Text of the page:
1. Smartphones

The ubiquity of smartphones is likely to be another key driving factor. Not only do mobile devices make it easier to shop online wherever you are, but they allow businesses to target customers with apps, social media, and websites in a seamless marketing funnel with offers and content. Research suggests smartphones could become the core tool for e-commerce shopping, with consumers choosing to complete their transactions on their phones.

  1. Changing shopping preferences

Another driving factor could be that Australians enjoy the convenience of shopping online. As consumers get used to buying things over the internet, they might come to see it as trustworthy, convenient, and time saving. Items are delivered to your door, and the range of choice online exceeds what retail stores, with their space limitations, can offer. Without the need for retail shopfronts and staff, e-commerce pricing can be more competitive than brick-and-mortar offers.

What are Australians buying online?

Australians are buying almost anything online. Major categories include homeware & appliances, personal and recreational items, and fashion. Rapidly growing categories are games and toys, food catering, media, daily deals, and grocery and liquor. These categories can even include things like event tickets, books, meals, computers and accessories, and supermarket shopping.

Future trends and opportunities

The e-commerce sector in Australia will likely continue to keep growing in the coming years. For consumers, this means more choice and power, while for vendors and businesses it could pave the way for more opportunities.

  • Omni-channel shopping experience – Brick-and-mortar retailers who successfully leverage their online presence as an extension of their physical stores for a seamless, omni-channel shopping experience could be well placed to succeed in this landscape. A big part of this seamless shopping experience could be showrooming to drive online sales. By meeting consumers wherever they are – in store and online – businesses can ensure their offers stay visible to shoppers.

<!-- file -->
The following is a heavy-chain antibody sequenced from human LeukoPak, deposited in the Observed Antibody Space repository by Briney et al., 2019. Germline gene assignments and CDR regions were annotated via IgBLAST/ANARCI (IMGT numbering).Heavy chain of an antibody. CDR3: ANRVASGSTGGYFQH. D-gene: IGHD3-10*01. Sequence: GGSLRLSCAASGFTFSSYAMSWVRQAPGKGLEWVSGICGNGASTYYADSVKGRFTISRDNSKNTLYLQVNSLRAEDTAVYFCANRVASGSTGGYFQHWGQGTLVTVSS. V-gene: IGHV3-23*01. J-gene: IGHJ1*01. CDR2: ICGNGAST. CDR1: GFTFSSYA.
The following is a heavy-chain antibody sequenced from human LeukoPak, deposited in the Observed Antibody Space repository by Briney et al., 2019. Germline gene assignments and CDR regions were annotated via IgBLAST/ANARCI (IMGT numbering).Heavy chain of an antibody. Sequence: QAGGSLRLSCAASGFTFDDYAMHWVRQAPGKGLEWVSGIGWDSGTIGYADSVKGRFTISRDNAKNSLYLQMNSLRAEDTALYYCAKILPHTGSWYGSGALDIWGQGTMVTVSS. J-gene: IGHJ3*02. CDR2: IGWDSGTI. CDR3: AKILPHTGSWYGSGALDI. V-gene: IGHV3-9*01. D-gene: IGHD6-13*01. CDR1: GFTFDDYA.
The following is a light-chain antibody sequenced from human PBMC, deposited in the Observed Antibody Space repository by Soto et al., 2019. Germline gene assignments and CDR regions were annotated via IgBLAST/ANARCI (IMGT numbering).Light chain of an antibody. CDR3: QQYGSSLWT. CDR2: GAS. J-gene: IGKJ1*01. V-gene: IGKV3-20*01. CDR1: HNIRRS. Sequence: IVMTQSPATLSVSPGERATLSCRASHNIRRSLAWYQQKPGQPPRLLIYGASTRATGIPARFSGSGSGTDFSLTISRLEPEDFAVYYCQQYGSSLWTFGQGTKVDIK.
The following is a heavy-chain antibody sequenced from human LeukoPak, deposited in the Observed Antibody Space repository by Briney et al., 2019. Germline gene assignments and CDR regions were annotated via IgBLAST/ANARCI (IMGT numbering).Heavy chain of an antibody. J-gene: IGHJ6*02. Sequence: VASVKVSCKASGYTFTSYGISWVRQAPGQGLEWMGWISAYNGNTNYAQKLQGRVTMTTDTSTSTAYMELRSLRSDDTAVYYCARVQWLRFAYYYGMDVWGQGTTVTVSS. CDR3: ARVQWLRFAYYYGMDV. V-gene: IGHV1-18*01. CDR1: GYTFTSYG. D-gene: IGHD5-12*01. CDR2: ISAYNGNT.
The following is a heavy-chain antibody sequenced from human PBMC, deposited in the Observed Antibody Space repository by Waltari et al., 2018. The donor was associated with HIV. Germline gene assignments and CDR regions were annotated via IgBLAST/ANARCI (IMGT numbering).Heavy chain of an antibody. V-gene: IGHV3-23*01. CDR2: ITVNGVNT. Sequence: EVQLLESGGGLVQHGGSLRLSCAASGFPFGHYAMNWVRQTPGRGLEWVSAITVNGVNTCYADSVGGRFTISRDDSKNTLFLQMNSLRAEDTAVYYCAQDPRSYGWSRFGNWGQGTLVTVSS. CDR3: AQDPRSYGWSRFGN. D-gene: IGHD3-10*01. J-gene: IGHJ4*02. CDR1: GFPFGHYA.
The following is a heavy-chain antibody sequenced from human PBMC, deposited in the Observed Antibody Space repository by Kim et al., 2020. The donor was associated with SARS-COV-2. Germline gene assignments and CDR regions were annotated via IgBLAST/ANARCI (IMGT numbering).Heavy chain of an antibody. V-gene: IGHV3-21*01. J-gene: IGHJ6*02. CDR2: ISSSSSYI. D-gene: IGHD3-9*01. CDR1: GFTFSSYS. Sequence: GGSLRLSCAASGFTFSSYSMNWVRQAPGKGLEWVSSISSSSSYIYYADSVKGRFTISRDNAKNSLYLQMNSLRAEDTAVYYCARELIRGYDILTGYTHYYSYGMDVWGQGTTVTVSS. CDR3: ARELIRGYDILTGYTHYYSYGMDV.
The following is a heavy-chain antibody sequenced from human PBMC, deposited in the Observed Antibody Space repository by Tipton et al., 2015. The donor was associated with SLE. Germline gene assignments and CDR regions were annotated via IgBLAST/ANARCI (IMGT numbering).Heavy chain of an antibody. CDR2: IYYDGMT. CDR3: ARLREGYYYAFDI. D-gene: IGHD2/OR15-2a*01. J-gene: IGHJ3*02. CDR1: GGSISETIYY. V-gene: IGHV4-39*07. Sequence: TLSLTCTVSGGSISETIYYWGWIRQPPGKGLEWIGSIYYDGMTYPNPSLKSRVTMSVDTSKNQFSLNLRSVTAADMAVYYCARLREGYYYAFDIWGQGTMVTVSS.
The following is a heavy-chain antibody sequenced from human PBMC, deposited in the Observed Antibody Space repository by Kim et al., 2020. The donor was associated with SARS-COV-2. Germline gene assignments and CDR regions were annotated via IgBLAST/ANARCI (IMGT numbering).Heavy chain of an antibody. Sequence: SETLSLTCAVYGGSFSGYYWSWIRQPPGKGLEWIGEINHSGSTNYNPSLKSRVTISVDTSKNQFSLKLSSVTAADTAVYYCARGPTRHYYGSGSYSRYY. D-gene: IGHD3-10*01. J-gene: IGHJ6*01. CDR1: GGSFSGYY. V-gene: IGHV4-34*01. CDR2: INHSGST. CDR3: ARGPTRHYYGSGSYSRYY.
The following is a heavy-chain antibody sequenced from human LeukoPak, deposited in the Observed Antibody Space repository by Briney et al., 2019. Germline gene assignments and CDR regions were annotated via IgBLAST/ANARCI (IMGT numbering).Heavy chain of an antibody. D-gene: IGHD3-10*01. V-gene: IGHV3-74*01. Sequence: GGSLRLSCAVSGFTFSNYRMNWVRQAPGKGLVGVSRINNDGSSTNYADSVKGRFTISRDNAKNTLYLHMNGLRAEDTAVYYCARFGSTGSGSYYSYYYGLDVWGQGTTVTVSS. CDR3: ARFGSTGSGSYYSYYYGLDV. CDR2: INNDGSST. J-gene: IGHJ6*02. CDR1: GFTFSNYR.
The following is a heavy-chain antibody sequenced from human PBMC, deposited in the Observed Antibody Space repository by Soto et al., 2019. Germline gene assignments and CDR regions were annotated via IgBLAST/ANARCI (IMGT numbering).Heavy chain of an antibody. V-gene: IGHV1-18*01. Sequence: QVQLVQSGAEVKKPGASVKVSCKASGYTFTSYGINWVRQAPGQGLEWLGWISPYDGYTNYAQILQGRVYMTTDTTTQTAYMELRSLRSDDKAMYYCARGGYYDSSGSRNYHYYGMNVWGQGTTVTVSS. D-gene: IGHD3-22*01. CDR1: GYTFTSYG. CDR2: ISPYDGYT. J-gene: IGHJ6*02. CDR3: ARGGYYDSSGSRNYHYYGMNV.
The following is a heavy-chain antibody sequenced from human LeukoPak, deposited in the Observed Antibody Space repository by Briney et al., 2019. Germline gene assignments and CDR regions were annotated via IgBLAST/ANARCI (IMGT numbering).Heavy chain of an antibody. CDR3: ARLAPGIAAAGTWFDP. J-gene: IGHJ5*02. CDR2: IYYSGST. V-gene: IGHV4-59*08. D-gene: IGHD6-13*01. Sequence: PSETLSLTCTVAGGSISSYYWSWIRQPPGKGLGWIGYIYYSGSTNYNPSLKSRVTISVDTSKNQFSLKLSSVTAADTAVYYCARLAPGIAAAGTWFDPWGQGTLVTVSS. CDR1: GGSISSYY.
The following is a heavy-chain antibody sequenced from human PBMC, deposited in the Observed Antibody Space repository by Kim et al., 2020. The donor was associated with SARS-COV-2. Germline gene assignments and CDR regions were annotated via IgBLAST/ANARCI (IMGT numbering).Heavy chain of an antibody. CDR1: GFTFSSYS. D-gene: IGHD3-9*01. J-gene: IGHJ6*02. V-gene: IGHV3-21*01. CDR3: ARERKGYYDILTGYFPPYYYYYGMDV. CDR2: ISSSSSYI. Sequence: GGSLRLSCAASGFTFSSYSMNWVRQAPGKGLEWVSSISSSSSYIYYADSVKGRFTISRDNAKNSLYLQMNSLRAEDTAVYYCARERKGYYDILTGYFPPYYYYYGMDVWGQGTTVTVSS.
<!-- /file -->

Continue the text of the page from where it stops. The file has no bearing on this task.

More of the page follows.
• Logistics – E-commerce retailers could even move into logistics themselves, with options like drone deliveries already planned by giants like Amazon. For Australian businesses, the local e-commerce boom could be a stepping stone to targeting overseas markets, especially countries like China where export demand for high-quality health and food products can be high.
  • Personalisation – Since consumers are looking online to find what they want to buy, creating engaging content and offering a more personalised service experience could be key to providing a great shopping experience. Localised targeting, individualised consumer offers, and expert advice could be ways to win over consumers in a competitive e-commerce landscape.

Widespread internet access and smartphone ownership seem be the biggest driving factors behind the rise of e-commerce. This has disrupted industries like the logistics sector, but for businesses it’s also important to recognise e-commerce continues to change the consumer-and-business relationship. With consumers having increasing power over the shopping experience, businesses will need to prepare for the future by finding ways to maintain their competitive advantage.